Antoine Gatt, project manager, showing the Archbishop the Faculty's Green Roof
Issues related to quality of life central to the Church’s teaching
Today His Grace the Archbishop of Malta, Mgr. Charles Scicluna, visited the LifeMedGreenRoof Project at the Faculty for the Built Environment of the University of Malta. This project aims at creating a baseline study on green roofs with the intension of encouraging the adoption of the technology in urban areas. Green roofs are important in rendering towns and cities more liveable and sustainable and could mitigate urban related problems. Mitigating such problems would contribute to a better quality of life to urban dwellers.
Issues related to quality of life are central to the Church’s teaching, which proposes an authentic human development where human well-being is dependent on the health of the natural environment. Excessive and unsustainable development and environmental degradation are negatively impacting the lives of many. Some of the consequences of such actions are either discounted as not important or are not immediately obvious. Increasing personal wealth and greed has often created a self-centred society where little thought is given to the effects of one’s actions and where environmental accountability and responsibility are often ignored. Unfortunately, the resulting suffering is mostly borne by those who are more vulnerable or less fortunate.
The damage sustained by the natural environment due to urbanisation and human activity is considered by the Catholic Church to be of increasing concern, as is evident in Pope Francis’s encyclical Laudato si’: On Care for our common home (2015) with its urgent call for an integral ecology. Nature is God’s creation and a heritage which human beings are duly bound to protect. Unfortunately, given that many live in urban areas (since 2014, more than 50% of the global human population live in an urban environment) it is easily perceived that humans and nature are separate and that humans are able to exist without nature. This is not the case; for not only is man an integral part of nature, humankind cannot survive without it. Nature provides humans with services (termed ecosystem services) which are central to his survival. Services such as pollination, provision of materials, replenishment of oxygen and aesthetic quality are but some of these benefits which render life more pleasant. However, humankind not only needs to protect nature for his survival but is also morally bound to protect it for its own intrinsic value.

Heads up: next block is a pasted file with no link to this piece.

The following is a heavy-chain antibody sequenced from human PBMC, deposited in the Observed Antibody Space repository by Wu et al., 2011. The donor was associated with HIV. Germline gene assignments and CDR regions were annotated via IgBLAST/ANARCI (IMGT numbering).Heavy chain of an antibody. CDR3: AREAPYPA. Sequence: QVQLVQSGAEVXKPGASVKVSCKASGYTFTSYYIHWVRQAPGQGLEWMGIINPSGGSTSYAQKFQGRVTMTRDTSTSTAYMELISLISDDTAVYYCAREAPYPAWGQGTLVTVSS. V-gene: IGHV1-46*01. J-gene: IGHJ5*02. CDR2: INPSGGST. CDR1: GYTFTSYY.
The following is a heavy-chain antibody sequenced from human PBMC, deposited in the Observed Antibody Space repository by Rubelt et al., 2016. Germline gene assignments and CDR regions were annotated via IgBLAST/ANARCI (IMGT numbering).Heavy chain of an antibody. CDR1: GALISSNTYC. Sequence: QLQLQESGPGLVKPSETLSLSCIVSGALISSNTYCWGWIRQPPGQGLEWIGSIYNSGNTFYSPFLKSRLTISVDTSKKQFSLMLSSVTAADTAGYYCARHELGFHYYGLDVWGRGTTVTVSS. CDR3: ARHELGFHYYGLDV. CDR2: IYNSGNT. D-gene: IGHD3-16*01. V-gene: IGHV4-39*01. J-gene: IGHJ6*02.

Green roofs are a way of giving back to nature part of what has been taken away due to urbanisation with the consequences of creating a more attractive and pleasant living environment. Such roofs should not be seen as an excuse to further extend urbanisation but as a means of mitigation and adaptation to climate change and other urban related issues. The benefits of green roofs are well documented, and it is no wonder that many countries are creating incentives and policies to encourage the adoption of roof greening. They have been known to reduce flooding, reduce the carbon footprint of buildings (i.e. the reduction of electricity consumption for air conditioning), trap air pollution and provide habitats for a diversity of beneficial wildlife such as bees which are endangered due to pesticides and other agrochemicals.
The LifeMedGreenRoof project has to date shown that green roofs can be successfully constructed with no danger to the underlying structure.
The type of vegetation used will dictate the amount of maintenance needed although native plant species or other Mediterranean climate type plants would require less resources. It is also evident that green roofs reduce storm water run-off and insulate the building from the sun’s energy.
The LifeMedGreenRoof Project is partially funded through LIFE+ which is the EU’s financial instrument supporting environmental and nature conservation projects. For more information visit our website or contact us on email@example.com